Rich dad, Poor dad

Author: Robert T. Kiyosaki

My Rating: 4.6 / 5

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“Working hard for money is an old formula born in the day of cave man”

Go to school, get good grades, find a secured job, work hard, save money and retire – this has been the mantra of our life. But by following this mantra the middle class will remain as middle class only passing on the same cycle to the next generation. The reason for this (as the author puts it) is that we haven’t been thought financial intelligence in our schools i.e we haven’t been thought the art and science of making money. The author illustrates a few examples of how cash flow works and explains the differences between cash flows of poor, middle-class and rich people and thereby emphasizing why they are the way they are. It all comes down to how well we manage our asset columns. I would like to mention the highlights of this book.

Middle class/Poor vs Rich:

This difference comprises the core of the book. The author stresses on the fact how to make money work for you instead of working for money. He uses two terms viz. “Rat race” and “Fast track” predominantly throughout the book. The former refers to the mundane middle class habit of working hard at the job, paying bills and liabilities, saving in a conventional way not bothering to build on the asset column. In simplistic terms he defines asset as something which puts money in your pocket and liability as something which takes money out of your pocket. The latter refers to a smart habit which according to the author pushes people from middle class to the so called rich. It incorporates the idea of building our assets until our asset column alone is sufficient to meet our expenses with or without our day job. According to the author, assets are stocks, bonds, mutual funds, income generating real estate or anything that produces income, appreciates and has a ready market.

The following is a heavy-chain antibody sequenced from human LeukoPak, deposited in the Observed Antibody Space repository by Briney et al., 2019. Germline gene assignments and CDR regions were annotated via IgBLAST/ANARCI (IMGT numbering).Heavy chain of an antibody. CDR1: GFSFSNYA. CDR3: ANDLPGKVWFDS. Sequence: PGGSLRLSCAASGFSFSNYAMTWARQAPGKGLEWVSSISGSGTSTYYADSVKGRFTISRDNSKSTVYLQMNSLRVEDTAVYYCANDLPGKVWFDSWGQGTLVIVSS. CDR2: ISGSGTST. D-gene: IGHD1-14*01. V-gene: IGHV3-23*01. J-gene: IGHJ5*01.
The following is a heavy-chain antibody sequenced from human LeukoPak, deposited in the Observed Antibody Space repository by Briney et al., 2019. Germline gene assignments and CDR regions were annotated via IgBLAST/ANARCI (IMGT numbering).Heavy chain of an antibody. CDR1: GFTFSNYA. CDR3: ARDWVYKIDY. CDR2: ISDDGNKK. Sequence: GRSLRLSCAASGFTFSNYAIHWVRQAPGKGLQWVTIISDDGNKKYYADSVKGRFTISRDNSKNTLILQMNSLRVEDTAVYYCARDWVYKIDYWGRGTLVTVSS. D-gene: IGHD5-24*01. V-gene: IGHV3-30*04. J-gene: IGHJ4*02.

Playing safe vs Playing smart:

The author puts spotlight on the fact that many people never become rich because they show reluctance in taking risks and hence they make “safe investments“. But the problem with these investments is that they give very low returns. And of course the author acknowledges the fact that there is a higher risk involved when you make investments which have the potential to milk higher returns. But that is exactly where financial intelligence comes into picture. He further asserts that there is not a single rich person in this world who hasn’t lost money while experimenting. You lose, you learn from your mistakes, you learn new formulas and you invest again – this time more sophisticated. This is how smart people invest.

Controversial views:

The author contradicts the popular saying “Our home is our greatest asset“. Instead he views it as a liability unless you have generated an asset column which pays for the bank loan. A bigger house usually means higher expenses as we have to refurnish everything matching the requirements of it. What many people fail to consider is the property tax which will be incurred upon them. Also, we miss out on the opportunity to make other investments which would have grown faster in value simply because we have no money left to invest. Another controversial view is “Pay yourself first and others later“. Even at times when you realize that you will not have enough money left to pay bills, the author still asks you to pay yourself first. Our asset column should be far more important to us than anything else. He claims that it is a good money habit because when we pay ourselves first we get financially stronger and when we pay ourselves last, we let people like bosses, tax collectors, bill collectors and managers push us around all our lives. Though I wasn’t fully convinced with the author’s views personally, these insights gave me a different approach to look at the same topic.

Who can buy this book ?

Anyone who has a fire in their belly to become rich. But, doesn’t that mean everyone ?? No, it doesn’t. There is a fine line between people who have the desire to become rich and people who take steps towards it. The author illustrates by using an example that it is strange to see people who give 10 percent of bill as a tip but are hesitant to give 5 percent of fee to a broker. This book definitely serves as a great inspiration to take action but it alone isn’t sufficient. Personally, I would say it is a very good start for anyone who plans to invest.

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